Investment firms Van Eck and SolidX, two firms behind a Bitcoin ETF proposal currently before the SEC, have given up waiting on the SEC to authorize their Bitcoin ETF, and are now moving ahead with an alternate solution.
Van Eck and SolidX will begin selling shares in a limited version of a Bitcoin ETF, available only to “qualified institutional investors” on Thursday, reports The Wall Street Journal.
The firms reportedly will use a workaround found in a subsection of the 1933 Securities Act affectionately called 17 CFR § 230.144A - Private resales of securities to institutions. This clause allows the sale of privately placed securities among qualified institutional buyers without requiring SEC registration or approval.
While the deadline for an SEC decision on the retail version of the Van Eck SolidX Bitcoin Trust ETF isn’t due until October 18th, by using 144A, Van Eck and SolidX hope to demonstrate the institutional demand for such a product. Van Eck and SolidX told the Journal they hope this limited version will prove a Bitcoin ETF can work.
The private offering will allow institutional investors to gain exposure to Bitcoin without the need to take custody of the asset and without the risk of loss or theft, since the trust is insured.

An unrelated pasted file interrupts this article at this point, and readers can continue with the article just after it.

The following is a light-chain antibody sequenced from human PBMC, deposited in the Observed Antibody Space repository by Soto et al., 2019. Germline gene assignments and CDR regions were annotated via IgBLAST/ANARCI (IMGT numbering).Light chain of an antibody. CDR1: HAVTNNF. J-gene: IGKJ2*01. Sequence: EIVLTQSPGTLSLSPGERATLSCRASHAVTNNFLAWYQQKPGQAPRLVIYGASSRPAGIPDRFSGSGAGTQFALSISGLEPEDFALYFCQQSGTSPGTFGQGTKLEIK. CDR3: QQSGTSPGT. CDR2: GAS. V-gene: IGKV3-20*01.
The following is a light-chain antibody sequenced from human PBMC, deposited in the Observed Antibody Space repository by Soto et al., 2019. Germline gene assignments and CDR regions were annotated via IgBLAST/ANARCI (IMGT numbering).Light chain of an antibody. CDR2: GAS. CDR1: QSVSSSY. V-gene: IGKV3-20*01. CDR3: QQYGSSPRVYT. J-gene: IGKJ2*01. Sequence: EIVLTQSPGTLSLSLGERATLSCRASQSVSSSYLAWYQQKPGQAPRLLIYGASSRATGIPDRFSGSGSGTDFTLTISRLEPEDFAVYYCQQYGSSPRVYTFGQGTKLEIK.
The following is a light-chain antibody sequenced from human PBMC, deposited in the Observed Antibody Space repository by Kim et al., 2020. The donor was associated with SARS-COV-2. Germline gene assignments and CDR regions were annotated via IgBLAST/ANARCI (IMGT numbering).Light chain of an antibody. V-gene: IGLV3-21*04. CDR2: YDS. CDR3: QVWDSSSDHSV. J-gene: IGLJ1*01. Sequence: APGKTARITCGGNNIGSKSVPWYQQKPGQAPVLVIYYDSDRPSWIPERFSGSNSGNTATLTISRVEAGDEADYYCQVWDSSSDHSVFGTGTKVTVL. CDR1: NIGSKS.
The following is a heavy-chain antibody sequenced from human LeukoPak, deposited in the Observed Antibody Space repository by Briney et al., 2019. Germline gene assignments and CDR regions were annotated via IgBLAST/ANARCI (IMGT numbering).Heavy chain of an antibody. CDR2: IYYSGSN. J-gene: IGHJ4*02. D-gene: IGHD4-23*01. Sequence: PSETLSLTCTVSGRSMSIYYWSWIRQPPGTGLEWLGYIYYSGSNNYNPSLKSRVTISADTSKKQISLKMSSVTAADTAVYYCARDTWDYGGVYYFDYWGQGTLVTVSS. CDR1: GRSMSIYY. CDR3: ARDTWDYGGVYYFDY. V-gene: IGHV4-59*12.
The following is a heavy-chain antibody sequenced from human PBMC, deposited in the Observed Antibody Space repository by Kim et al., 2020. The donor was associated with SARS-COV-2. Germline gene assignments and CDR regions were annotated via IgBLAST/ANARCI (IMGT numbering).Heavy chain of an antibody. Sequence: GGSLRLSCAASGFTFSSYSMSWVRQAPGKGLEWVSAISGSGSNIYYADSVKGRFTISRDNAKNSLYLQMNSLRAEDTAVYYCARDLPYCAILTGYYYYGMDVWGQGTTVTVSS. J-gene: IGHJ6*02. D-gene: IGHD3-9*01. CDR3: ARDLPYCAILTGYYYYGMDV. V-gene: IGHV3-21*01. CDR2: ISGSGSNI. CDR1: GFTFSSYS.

The Journal noted that this exemption has not been used in this way before, suggesting the two companies may be heading into uncharted territory. The SEC has not yet responded to the proposal.
But perhaps, that’s because it isn’t really an ETF. In response to the news, Crypto lawyer Jake Chervinsky tweeted, “This is misleading. The VanEck SolidX Bitcoin Trust is not an ETF. It looks exactly like the Grayscale Bitcoin Trust, which was launched almost six years ago. Calling this a ‘limited ETF’ is a cute marketing strategy, but that's about it. Calling it a full ETF is just wrong.”